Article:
When an idea occurs it arrives with no plans and no prior planning. In a split second a picture appears as if from nowhere and the train of thoughts begins. Not copying the designs of others does not mean you didn’t see something and allow components to register in your psyche. No written notes, no photographs, no smart phones to record anything seen, just your eyes spanning features and an amazing computer in your brain thats so stimulated it records colour and texture and grain and wood type, proportion, size and finish in the flash of only a few seconds. Thirty years pass and you pull the information up in an instant; it’s as if you opened a filing cabinet and pulled out a file with a label on the tab or your fingers are clicking a keyboard or tracing your fingers across a key pad except it’s so much, much faster.

This is how my designs come. They are new and they are all mine but I am influenced by things I have seen and especially is this so when i liked it. It’s all to do with syntax in the brain, neurones streaking and streaming through the channels of the brain to convert a vision into reality. Before many seconds more have passed i consider the joints, size them, discuss them considerately by speaking to myself. I don’t talk to other people for general discussion because then i must explain all that’s contained in my design but my design, not the one I saw somewhere else, is still unfolding, it’s emerging, I’m committing thought to paper quickly,scribbling a note, making sure not to forget even the most minute detail.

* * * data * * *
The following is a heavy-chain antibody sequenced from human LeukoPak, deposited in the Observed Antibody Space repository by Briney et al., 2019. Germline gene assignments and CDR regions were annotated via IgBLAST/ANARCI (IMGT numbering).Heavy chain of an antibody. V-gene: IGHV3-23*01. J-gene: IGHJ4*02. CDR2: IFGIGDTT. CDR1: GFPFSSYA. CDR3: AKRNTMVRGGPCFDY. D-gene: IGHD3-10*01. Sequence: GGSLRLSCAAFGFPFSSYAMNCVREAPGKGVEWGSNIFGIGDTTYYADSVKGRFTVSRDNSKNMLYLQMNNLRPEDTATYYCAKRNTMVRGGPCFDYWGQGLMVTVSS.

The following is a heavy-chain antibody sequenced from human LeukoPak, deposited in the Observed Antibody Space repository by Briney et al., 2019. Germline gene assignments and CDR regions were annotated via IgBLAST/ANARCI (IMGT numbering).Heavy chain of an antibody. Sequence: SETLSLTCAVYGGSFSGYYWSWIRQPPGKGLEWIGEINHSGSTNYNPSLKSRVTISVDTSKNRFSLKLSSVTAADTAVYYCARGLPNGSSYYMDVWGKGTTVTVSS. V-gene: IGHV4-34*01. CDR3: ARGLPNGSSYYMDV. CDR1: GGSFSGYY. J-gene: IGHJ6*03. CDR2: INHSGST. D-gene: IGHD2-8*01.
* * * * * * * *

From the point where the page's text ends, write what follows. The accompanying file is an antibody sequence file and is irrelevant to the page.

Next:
An hour passes and a drawing is down. I run to the merchant to buy pine and the build begins. I draw more as I go, make slight shifts, alterations to make sure the integrity of the joints are never compromised. The prototype tests the efficacy but the piece still gets finished to a saleable level. My customer comes, sees the work and understands the design. Then the real work begins. Yes, it’s much more expensive than a mere computer drawing, but now ~I have an additional piece to sell. 

Of course every piece of work I ever sold was sold by a drawing I did with the customer there. For filming it is very different. Hand work is more demanding than machine work and more skilfully executed. Even my prototypes matter because they reflect the patterns and templates I will work to in three dimensional reality. It’s not so much for me to rehearse the work but to be able to show the film crew where I will be going as we shoot the videos. the difficult-to-see shots must be done another way. They look to see what will add the exact rightness in angles to an almost invasive level so no one watching is taking anything for granted.

So this chest unfolded with a kick to the legs and angles that look difficult but are not difficult at all. Shaping needs no machine, grooves come from what might now be called vintage planes in minutes per piece and mortise and tenons, well, what can I say. The knifewall methods I teach and my own system I developed gives joint shoulder lines like these every time.


  1. Donald Kreher on 21 March 2018 at 11:22 am

    I am curious as to what pieces you have made for customers. Do you have a gallery of photos you could share? Perhaps with a few captions. It would be really cool to have book of drawings juxtaposed with finished pieces all made by Paul Sellers. It would be something I would enjoy having and would be eager to purchase.

    • Paul Sellers on 21 March 2018 at 12:29 pm

      One highlight was designing two credenzas for the Cabinet Room of the Whitehouse for President Obama’s Inauguration delivered January 2009. I enjoyed that one. The best thing I ever made was a cello with my son for my son.